Aristocracy is a form of government that places strength in the hands of a small, privileged ruling class. The term derives from the Greek aristokratia, meaning'rule of the best'. In practice, aristocracy leads to hereditary government, after which the hereditary monarch appoints officers as they see fit. However, the term was first used by ancient Greeks such as Aristotle and Plato, who used it to describe a system where only the best of the citizens, chosen through a careful process of selection, would become rulers, hereditary rule would have been forbidden, unless the rulers' children performed best and were better endowed with the attributes that make a person fit to rule compared with every other citizen in the polity. Hereditary rule is more related to Oligarchy, a corrupted form of Aristocracy where there is rule by a few, but not by the best. Plato, Aristotle and the Spartans considered Aristocracy to be inherently better than the ideal form of rule by the many, but they considered the corrupted form of Aristocracy to be worse than the corrupted form of Democracy.

This belief was rooted in the assumption that the masses could only produce average policy, while the best of men could produce the best policy, if they were indeed the best of men. At the time of the word's origins in ancient Greece, the Greeks conceived it as rule by the best qualified citizens—and contrasted it favourably with monarchy, rule by an individual. In times, aristocracy was seen as rule by a privileged group, the aristocratic class, has since been contrasted with democracy; the idea of hybrid forms which have aspects of both aristocracy and democracy are in use in the parliamentary form of government and in republics. There have there been since the fall of Athens. There are some governments that have elements of Direct Democracy, but all of those governments are mixed governments, like the Spartan, British, German and American governments, which all have elements of Democracy and Monarchy, with a system of checks and balances, where each element checks the excesses of the other, as described by Polybius in his analysis of the Roman Constitution.

Therefore, varying degrees of aristocracy are prevalent throughout nearly all modern governments. The concept evolved in Ancient Greece, whereby a council of leading citizens was empowered and contrasted with representative democracy, in which a council of citizens was appointed as the "senate" of a city state or other political unit; the Greeks did not like the concept of monarchy, as their democratic system fell, aristocracy was upheld. In the 1651 book Leviathan, Thomas Hobbes describes an aristocracy as a commonwealth in which the representative of the citizens is an assembly by part only, it is a system. Modern depictions of aristocracy tend to regard it not as the ancient Greek concept of rule by the best, but more as an oligarchy or plutocracy—rule by the few or the wealthy; the concept of aristocracy per Plato, has an ideal state ruled by the philosopher king. Plato describes these "philosopher kings" as "those who love the sight of truth" and supports the idea with the analogy of a captain and his ship or a doctor and his medicine.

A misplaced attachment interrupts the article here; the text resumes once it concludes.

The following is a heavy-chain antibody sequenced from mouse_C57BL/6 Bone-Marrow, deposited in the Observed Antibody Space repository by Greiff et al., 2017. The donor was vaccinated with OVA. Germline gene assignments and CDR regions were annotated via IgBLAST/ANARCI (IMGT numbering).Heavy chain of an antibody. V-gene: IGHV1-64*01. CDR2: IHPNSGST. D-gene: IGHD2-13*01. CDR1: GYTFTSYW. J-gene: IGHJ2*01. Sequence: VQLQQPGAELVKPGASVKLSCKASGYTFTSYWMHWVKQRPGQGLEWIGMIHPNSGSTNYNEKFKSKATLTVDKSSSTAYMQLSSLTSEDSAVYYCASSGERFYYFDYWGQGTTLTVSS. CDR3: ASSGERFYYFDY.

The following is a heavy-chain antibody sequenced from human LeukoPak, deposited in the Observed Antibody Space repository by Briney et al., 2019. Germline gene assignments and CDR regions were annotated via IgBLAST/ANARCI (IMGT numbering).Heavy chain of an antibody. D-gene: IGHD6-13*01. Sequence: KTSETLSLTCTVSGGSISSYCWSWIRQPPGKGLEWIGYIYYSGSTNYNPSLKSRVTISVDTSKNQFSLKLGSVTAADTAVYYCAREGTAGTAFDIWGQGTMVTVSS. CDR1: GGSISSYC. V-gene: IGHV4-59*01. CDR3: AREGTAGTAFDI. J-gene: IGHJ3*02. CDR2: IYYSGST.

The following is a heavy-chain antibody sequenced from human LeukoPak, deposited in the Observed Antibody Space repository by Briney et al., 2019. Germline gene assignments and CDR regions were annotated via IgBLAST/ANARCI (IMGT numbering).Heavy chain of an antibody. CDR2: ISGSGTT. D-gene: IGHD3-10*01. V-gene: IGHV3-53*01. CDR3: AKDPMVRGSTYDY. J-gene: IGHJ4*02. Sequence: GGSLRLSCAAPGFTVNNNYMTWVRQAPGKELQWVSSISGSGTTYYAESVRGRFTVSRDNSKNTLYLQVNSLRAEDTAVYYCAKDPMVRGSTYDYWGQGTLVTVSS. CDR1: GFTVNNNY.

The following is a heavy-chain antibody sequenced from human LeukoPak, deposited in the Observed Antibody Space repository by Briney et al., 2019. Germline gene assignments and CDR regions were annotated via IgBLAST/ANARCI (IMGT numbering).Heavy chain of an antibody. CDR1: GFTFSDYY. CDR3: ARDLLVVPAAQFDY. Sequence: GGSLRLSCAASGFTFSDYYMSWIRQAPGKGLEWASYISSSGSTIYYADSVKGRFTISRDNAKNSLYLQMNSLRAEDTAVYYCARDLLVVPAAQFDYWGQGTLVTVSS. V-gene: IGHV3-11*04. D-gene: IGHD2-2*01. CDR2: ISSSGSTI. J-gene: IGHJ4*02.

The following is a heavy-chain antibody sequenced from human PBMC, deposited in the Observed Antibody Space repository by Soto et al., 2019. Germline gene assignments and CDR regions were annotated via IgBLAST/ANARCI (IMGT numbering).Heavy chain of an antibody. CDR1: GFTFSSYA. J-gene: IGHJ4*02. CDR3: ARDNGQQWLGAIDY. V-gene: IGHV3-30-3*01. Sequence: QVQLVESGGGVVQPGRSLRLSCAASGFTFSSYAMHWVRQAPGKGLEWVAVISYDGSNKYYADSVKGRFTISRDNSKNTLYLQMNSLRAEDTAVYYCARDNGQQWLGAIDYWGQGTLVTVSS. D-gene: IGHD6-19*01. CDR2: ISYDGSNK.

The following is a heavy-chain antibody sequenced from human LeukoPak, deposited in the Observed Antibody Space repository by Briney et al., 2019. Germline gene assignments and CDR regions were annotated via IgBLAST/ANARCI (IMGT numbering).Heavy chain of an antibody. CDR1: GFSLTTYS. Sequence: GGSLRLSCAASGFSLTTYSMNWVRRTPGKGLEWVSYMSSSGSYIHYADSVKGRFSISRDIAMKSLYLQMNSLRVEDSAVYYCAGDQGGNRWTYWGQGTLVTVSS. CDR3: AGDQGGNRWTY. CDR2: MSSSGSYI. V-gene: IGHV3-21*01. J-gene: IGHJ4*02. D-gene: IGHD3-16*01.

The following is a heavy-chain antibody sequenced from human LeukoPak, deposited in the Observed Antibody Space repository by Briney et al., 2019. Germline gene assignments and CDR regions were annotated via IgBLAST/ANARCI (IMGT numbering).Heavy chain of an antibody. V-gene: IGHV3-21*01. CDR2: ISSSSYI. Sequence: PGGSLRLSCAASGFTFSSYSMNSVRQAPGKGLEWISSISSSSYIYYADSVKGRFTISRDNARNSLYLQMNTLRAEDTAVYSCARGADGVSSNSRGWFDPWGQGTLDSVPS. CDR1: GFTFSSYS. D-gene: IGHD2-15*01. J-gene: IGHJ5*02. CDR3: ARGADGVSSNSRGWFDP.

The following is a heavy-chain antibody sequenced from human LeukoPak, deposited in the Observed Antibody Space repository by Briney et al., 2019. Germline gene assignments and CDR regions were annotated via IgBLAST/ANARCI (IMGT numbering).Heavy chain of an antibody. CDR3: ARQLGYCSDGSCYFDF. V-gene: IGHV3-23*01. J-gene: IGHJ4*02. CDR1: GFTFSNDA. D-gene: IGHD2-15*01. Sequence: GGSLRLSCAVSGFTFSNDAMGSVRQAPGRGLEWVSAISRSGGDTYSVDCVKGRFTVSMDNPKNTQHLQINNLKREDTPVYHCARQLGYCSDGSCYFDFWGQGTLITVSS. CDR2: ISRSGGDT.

According to him and health are not things that everyone is qualified to practice by nature. A large part of the Republic addresses how the educational system should be set up to produce these philosopher kings. Aristocracies dominated political and economic power for most of the medieval and modern periods everywhere in Europe, using their wealth, control of the best land, control of their tenants to form a powerful political force. In the 19th century the rising middle class produced rich businessmen, many of whom use their money to buy into the aristocracy. However, after the 1830s, in country after country, the aristocracies tended to lose their historic dominance over wealth and political power; the French Revolution in the 1790s forced many aristocrats into exile, relieving them of their lands and power. After the defeat of Napoleon in 1814, the exiles returned but they never recovered all their lands and never wielded as much political power. Beginning with Britain and Germany, industrialization in the 19th century brought urbanization, with the wealth concentrated in the cities, which took political power.

Before 1789, aristocracies were closely associated with the church the Catholic Church, but in the 19th century wave after wave of attacks on the Catholics weekend that element of the aristocratic coalition. As late as 1900, aristocrats maintained political dominance in Britain, Germany and Russia, but it was more precarious. World War I had the effect of reducing the power of the aristocrats in all major countries. In Russia they were expelled by the Communists. After 1900, Liberal and socialist governments levied heavy taxes on landowners, spelling their loss of economic power. Bengtsson, Erik, et al. "Aristocratic wealth and inequality in a changing society: Sweden, 1750–1900." Scandinavian Journal of History 44.1: 27–52. Online Cannon, John. History, Oxford University Press, 1997, ISBN 978-0-19-866176-4 Liu, Jia. "Study on the Decline of the British Aristocracy from the Perspective of Modernization." 2018 4th International Conference on Economics and Humanities Science. Online Schutte, Kimberly.